According to Goering, there are no records of Ramon's consecrations, only an inscription on a column at St Climent, which identifies December 10, 1123, the pope of the first century and the relics of St Cornelius. This takes us to another esoteric message, which may be the greatest mystery of all: Why did Ramon ignore Sunday and then consecrate two churches on two subsequent days? This makes us question his dramaturgy and wonder what happened on the "third day," which could symbolize Christ's resurrection. In view of the phoenix myth, which is alluded to with Climent, it may be about reincarnation and a third consecration where the records are missing. This takes us back down the hill to Boi and the third identical church: Sta Eulàlia, consecrated to the patroness of Barcelona, which doesn't quite seem to fit our scenario. It is also strange that Goering ignores a church which is almost identical to the other two! If Chrétien used the symbolism of the Magic Sword to expose pope Alexander III, as we contend, the poet would have questioned the bare walls (as seen at left) and wondered why the frescos are missing, and why only wood carvings remain that could be from the other churches. Perhaps, he learned that the locals remembered its consecration to a virgin, which would imply that Sta Eulàlia replaced the Black Madonna of Montserrat. Even the "Descent" from the cross is a fitting theme because it would include Nicodemus and Joseph of Arimathea's recycling of the grail. This may be the missing scenario from Chrétien's grail procession about the drop of blood on the lance, which could mean that Longinus stopped a "Passover Plot." This mystery will be a focus of our studies in 2018 with field research in the Boi valley with the intention to document it in detail at this website.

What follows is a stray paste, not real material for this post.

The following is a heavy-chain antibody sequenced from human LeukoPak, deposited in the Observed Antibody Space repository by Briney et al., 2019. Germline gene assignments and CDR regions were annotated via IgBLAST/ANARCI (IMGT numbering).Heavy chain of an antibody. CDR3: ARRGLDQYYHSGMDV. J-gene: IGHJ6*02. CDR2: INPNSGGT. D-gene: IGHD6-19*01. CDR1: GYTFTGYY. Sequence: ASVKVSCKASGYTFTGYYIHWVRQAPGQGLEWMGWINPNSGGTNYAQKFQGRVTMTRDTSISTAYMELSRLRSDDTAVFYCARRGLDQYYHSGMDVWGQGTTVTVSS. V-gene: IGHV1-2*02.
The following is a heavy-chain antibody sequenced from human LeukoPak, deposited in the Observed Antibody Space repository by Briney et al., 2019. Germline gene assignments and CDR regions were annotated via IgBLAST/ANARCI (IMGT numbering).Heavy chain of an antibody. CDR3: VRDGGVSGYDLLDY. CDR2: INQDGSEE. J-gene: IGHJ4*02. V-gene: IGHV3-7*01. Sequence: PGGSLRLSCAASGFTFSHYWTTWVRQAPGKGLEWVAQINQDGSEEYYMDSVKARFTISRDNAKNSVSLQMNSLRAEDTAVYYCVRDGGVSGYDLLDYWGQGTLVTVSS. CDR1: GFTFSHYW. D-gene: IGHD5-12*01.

Goering comes to different conclusions by ending his book with the trivial pursuit of a count Rotrou of the Perche as the most likely candidate for Chrétien's Perceval. If he is right, we came to the wrong place and should be heading North to follow up with his lavish praise of Helinandus, one of the most ardent preachers of the Albigensian Crusades. However, the magical mystery of the sealed lips and esoteric triangles keeps us in the Pyrenees a while longer to study Mont Verdera and the Val de Boi. In addition to the usual questions, we'll try to find out if the frescos relate to a Second Coming in the 9th century, what Jesus might really be signaling with his hand, and why a painting at Sant Pere de Burgal depicts the fiery grail as an enclosed relic – with Peter signaling exactly like Jesus and holding up two keys like Mary the Holy Grail. This grail parallels Peter's keys because her fiery relic is made up of two chalices, with the top one reversed – as if both Saints are posing for a poster to promote the kind of "dualism" Chrétien features in his poem. Hermetic messages that require a detour to the Pontifical Institutions at the Vatican and a closer look at the Christian "history" (éstoire) of Robert de Boron, whom we honor as the third originator of grail romance.